If you’re under age 18 and working for a company that gives you a W2, then the IRS probably owes you some money. Over the course of the tax year, your employer usually sets aside a portion of your paycheck for taxes. Even though you’ve technically earned the money, you never see it as your company sends it off the the IRS at the end of the year. This is called tax withholding.
The Investopedia definition of withholding is as follows:
A withholding is the portion of an employee’s wages that is not included in his or her paycheck, but is instead remitted directly to the federal, state or local tax authorities. Withholding reduces the amount of tax employees must pay when they submit their annual tax returns. Investopedia.com
Withholding taxes can simplify filing IRS returns and make the process much easier… if used correctly. Withhold to little, and you’ll be liable to make up the difference at the end of the year. Withhold to much, and you (can) get a refund.
However, if you’re on the journey to Millionaire by 25, there’s a good chance that you don’t need to pay taxes, which means that the government owes you your withholdings (which could end up being a few hundred dollars).
Here’s how to get them
To get your withholdings refunded, you will need to file a tax return. Even if you don’t owe taxes, it’s important to file returns for refunds, experience and precedent. I’ve created a guide on filing taxes as a minor here. By filing the return, the IRS sees that you have no tax liability, and send you the withheld taxes back to you via check or direct deposit.
With online filing, you can get your refund in as little as 8 days from submission (if you elect for direct deposit.)
To check on your refund status, use the IRS tool Get Refund Status.
If you didn’t claim a refund for previous years by not filing a return (this assumes you had no tax liability), you may be able to get the unclaimed refunds back this year too.
💡 Did you know? The IRS Has More Than $1.1 Billion In Unclaimed Tax Refunds.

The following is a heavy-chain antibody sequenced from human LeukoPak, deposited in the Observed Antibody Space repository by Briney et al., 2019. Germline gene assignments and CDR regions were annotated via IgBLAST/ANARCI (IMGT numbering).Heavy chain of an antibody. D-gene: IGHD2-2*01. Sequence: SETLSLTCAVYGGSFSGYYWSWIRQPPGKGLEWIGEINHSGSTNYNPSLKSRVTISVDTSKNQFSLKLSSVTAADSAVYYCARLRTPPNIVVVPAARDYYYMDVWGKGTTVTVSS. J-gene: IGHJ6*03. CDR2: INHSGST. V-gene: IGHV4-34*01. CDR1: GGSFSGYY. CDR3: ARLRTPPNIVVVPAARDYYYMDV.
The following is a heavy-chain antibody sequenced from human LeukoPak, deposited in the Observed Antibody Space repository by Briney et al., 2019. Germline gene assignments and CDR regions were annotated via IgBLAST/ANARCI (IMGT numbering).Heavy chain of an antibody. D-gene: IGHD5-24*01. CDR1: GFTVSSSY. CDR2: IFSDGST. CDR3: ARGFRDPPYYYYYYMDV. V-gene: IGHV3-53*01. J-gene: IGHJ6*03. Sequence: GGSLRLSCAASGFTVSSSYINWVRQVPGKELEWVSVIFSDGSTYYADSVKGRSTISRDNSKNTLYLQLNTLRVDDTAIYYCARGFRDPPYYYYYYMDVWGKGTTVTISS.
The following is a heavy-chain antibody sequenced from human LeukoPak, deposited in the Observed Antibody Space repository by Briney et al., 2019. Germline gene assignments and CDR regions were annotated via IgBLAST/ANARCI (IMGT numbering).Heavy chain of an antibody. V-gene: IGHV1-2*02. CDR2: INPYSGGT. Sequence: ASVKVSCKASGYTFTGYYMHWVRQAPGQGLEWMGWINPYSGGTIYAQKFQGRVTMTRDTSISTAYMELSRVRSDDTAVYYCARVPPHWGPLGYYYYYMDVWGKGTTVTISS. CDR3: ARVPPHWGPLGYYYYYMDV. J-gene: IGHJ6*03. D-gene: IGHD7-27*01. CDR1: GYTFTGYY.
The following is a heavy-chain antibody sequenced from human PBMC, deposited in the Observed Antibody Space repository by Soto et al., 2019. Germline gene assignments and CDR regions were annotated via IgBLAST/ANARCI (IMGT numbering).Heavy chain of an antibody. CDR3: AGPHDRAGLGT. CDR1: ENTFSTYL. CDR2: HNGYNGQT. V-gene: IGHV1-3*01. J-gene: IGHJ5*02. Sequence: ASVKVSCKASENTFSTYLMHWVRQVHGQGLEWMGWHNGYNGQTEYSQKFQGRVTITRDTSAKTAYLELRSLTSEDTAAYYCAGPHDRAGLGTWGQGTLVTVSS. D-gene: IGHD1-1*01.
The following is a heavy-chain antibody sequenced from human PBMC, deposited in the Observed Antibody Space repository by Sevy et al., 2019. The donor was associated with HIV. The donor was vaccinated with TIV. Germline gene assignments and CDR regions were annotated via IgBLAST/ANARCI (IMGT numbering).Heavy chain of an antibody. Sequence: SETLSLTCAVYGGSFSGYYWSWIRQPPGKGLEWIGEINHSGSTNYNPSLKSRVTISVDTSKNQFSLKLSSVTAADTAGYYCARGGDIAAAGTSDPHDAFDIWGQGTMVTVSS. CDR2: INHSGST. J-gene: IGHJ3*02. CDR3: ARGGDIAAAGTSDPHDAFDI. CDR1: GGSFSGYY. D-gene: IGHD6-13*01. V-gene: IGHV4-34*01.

You have three years from the date of the original deadline of a tax return to claim your refund. That means that in 2019, you can get tax returns from 2016 and 2017 in addition to the year of 2018. This could be significant if you earned alot within the past three years.
Simplify the process, and get rid of tax witholdings.
If you know that you’re going to make under the child tax limit for earned income (read more about taxes for 2019 here), then you can request your employer to not withhold any taxes. You need to meet two certain conditions to request this (but if you’re a minor, then you probably meet them).
• For 2018 you had a right to a refund of all federal income tax withheld because you had no tax liability, and
• For 2019 you expect a refund of all federal income tax withheld because you expect to have no tax liability. (This means that as a minor, you must earn less than $12,000 [for 2019]).
If you meet these two conditions, file a W4 with your employer, and request that they do not withhold any of your 2019 taxes.
What should you do with this “newfound” money?
Don’t spend it. I see many adults immediately spending their refunded withholdings, which is not financially responsible. In their case, that money is part of their wages – it doesn’t come from thin air. Treat it like you worked for it, because you did. In your case, without reading this post, you wouldn’t even know that this money exists. Say you’re able to get a return of $400. If you don’t spend, but invest the cash, you could end up with much more then the initial investment.
For example, if you invested it in an aggressive growth mutual fund that returned an average of 10%, and kept that $400 return invested for 50 years, you’d walk away with $46,958.61, doing nothing but watching your cash grow.